The state government has slashed funding for the AIDS prevention programme over the last few years, which had affected those from low income groups adversely.

Silhouette of a womanDreamworks/Pixcy
news Health Wednesday, December 02, 2020 - 19:12

Asha*, a 31-year-old sex worker from Bengaluru, was diagnosed with having the human immunodeficieny virus (HIV) in 2018. Soon after, she began procuring ART medicines from the government-run HIV centres. The health workers there asked her to eat nutritious food and also undergo regular blood tests. They also told her to stop sex work to maintain good health. But Asha, a trans woman, had to continue as she had no other source of income.

By early February this year, cluster of differentiation 4 (CD4) had dropped drastically. According to doctors at Bengaluru’s Bowring Hospital, CD4 is a glycoprotein found in immune cells, that is necessary to produce antibodies. A person with HIV must maintain a CD4 count of over 500 in order to remain in good health. Further, Asha was also experiencing side-effects of the ART medicines including vomiting and fever. She also developed rashes on her body. Though she was admitted to Bowring Hospital in Bengaluru in February, after a week, she passed away. 

The HIV centres only provide medicines; however, patients from lower income backgrounds continue to struggle to maintain good health and get access to nutritious food; especially with reduced avenues as community organisations fold due to lack of funding. Further, trans patients complain that they are often turned away or treated flippantly when they complain of side effects of the medication, which affects their quality of life.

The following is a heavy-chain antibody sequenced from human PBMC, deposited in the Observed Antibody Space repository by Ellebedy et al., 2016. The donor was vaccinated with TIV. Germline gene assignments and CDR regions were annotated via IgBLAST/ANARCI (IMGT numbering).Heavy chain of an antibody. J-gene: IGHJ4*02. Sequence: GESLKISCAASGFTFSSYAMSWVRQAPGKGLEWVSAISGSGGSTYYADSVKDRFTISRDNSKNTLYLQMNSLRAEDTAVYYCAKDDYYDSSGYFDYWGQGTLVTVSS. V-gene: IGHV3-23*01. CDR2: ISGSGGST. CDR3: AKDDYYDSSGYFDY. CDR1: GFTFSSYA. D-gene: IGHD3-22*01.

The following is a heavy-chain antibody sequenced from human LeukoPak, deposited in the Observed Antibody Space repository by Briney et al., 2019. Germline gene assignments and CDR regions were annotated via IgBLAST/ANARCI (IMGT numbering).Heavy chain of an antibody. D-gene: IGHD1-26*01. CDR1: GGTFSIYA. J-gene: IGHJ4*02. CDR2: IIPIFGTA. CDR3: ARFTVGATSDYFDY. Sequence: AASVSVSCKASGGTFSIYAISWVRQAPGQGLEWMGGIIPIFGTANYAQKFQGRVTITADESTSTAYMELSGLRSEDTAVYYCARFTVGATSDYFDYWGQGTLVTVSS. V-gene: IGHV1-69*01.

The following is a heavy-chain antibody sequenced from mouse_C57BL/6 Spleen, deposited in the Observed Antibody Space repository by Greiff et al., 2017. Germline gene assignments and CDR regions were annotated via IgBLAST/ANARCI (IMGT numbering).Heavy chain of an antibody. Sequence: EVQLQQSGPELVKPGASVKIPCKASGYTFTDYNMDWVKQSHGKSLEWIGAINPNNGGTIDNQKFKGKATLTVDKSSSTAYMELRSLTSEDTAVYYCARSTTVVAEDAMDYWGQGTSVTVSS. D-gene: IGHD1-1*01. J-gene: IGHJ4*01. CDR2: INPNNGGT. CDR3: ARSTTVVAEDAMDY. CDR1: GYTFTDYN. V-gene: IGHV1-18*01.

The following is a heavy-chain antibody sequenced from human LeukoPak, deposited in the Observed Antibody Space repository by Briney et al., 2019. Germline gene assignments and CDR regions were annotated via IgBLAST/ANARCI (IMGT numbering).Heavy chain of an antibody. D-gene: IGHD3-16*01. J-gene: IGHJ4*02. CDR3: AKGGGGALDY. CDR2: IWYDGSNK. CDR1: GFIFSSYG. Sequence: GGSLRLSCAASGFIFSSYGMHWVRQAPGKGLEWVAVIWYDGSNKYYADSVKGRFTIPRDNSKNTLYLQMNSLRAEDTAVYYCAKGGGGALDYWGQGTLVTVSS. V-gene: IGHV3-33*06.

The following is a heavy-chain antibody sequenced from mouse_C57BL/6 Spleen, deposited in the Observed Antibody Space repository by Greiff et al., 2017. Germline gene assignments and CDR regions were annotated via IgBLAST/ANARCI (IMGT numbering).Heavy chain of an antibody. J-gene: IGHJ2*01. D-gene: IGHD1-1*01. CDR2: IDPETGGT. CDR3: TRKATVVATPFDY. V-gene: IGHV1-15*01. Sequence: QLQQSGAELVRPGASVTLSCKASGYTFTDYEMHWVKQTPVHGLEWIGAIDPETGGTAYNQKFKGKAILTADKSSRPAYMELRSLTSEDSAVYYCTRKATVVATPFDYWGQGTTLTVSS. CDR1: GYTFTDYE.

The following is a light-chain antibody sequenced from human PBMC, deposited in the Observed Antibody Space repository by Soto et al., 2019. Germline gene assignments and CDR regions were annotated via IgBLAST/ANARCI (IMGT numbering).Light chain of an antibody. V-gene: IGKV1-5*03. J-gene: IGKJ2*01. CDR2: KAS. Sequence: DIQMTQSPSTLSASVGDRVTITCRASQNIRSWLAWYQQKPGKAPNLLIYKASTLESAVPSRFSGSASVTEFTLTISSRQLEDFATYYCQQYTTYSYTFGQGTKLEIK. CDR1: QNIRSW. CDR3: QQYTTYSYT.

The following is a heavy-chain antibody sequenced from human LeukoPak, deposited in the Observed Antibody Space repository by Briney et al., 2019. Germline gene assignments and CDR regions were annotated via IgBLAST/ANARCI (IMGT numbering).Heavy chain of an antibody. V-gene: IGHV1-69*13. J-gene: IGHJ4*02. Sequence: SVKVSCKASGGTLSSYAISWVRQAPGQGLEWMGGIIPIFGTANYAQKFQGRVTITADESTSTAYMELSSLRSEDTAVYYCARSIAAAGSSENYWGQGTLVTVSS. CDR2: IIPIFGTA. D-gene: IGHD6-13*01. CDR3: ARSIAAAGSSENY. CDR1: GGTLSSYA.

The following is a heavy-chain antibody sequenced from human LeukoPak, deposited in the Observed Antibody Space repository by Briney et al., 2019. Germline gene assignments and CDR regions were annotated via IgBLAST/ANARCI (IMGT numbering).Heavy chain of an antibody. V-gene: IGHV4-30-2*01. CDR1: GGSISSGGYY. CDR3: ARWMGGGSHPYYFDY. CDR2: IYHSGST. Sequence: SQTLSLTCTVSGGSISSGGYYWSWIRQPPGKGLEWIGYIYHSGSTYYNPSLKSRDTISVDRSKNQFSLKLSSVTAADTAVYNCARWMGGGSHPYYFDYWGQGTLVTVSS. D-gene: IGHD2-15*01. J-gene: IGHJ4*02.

Lack of treatment for side effects

Mallu Bhajranti, a 37-year-old trans woman from Bagalkote district, contracted HIV three years ago. She has severe side effects of the ART treatment, including rashes on her body and also vomiting. Bhajranti goes to the Bagalkote district hospital once in three months to get her ART medicines. However, she says that the doctors do not bother to treat her for side effects and merely tell her that they will pass in time. 

“My hair is gone, I have severe rashes all over my body. I have frequent bouts of vomiting and cough. Sometimes I have a fever. The doctors keep telling us to get regular blood tests and we have to get this done by ourselves. It costs Rs 1,200 or Rs 1,500 for one test. I barely make that much money in a week. The government is not helping us with food or even treatment,” she said. 

“I have seen so many cases where doctors just tell sex workers or transgender persons with HIV to go home and sleep it off as the fever or vomiting is a side effect of the medicines,” added Mallu Kumbhar, a trans woman who runs a community-based organisation called Samara in Bengaluru, and helps create awareness and provides support for sex workers and sexual minorities who have contracted HIV. “How can we be treated like this? Is it not inhumane?

Lack of funds